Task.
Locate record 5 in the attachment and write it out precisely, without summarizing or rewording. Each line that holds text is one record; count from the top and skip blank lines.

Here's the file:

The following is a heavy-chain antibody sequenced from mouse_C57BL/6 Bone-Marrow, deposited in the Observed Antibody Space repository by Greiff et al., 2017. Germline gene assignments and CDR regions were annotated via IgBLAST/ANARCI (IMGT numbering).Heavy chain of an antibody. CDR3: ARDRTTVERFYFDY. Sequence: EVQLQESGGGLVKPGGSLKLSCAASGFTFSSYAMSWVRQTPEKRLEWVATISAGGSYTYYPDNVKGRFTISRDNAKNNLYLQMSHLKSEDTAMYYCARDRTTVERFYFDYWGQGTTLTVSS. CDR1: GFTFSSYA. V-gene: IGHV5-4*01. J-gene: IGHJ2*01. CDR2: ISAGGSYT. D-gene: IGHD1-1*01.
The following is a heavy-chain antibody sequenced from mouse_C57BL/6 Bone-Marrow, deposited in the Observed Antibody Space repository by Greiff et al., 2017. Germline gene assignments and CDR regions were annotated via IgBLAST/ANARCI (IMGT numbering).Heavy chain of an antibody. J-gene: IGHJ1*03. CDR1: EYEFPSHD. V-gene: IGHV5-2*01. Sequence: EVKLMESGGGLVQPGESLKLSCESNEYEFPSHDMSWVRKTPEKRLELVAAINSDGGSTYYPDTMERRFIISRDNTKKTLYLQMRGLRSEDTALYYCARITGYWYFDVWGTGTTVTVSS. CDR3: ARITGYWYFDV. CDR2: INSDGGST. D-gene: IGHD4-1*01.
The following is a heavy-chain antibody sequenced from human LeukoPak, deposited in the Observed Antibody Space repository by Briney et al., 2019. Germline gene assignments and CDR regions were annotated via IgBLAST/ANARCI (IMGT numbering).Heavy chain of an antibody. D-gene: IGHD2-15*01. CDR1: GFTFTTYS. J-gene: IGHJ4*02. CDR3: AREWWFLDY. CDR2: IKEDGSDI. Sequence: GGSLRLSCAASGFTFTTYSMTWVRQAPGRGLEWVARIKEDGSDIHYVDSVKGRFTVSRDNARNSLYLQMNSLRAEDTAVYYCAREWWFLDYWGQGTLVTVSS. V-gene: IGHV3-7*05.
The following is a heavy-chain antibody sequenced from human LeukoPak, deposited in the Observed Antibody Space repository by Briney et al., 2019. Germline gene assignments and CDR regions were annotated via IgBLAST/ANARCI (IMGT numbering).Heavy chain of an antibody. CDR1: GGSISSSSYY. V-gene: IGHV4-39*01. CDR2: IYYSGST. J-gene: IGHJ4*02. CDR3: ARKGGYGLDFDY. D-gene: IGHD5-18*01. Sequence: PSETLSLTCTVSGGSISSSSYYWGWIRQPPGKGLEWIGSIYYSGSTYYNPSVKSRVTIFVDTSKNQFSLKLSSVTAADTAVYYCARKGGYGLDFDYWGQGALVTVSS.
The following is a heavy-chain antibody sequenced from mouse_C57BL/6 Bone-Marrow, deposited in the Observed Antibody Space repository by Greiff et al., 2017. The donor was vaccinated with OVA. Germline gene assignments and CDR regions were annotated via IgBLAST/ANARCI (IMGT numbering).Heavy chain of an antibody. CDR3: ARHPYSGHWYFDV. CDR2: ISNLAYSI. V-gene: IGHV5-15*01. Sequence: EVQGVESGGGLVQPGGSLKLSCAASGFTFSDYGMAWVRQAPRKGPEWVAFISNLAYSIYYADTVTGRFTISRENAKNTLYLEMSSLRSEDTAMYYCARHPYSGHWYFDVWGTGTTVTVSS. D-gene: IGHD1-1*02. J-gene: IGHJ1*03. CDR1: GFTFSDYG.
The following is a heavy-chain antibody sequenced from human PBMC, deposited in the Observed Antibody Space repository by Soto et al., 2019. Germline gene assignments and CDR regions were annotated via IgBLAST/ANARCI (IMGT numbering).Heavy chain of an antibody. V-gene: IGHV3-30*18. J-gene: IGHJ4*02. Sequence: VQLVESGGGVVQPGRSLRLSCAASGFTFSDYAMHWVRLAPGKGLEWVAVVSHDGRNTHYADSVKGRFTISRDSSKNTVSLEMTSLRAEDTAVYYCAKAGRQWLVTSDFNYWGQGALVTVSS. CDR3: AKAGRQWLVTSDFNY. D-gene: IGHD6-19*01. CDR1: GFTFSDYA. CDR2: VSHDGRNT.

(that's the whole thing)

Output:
The following is a heavy-chain antibody sequenced from mouse_C57BL/6 Bone-Marrow, deposited in the Observed Antibody Space repository by Greiff et al., 2017. The donor was vaccinated with OVA. Germline gene assignments and CDR regions were annotated via IgBLAST/ANARCI (IMGT numbering).Heavy chain of an antibody. CDR3: ARHPYSGHWYFDV. CDR2: ISNLAYSI. V-gene: IGHV5-15*01. Sequence: EVQGVESGGGLVQPGGSLKLSCAASGFTFSDYGMAWVRQAPRKGPEWVAFISNLAYSIYYADTVTGRFTISRENAKNTLYLEMSSLRSEDTAMYYCARHPYSGHWYFDVWGTGTTVTVSS. D-gene: IGHD1-1*02. J-gene: IGHJ1*03. CDR1: GFTFSDYG.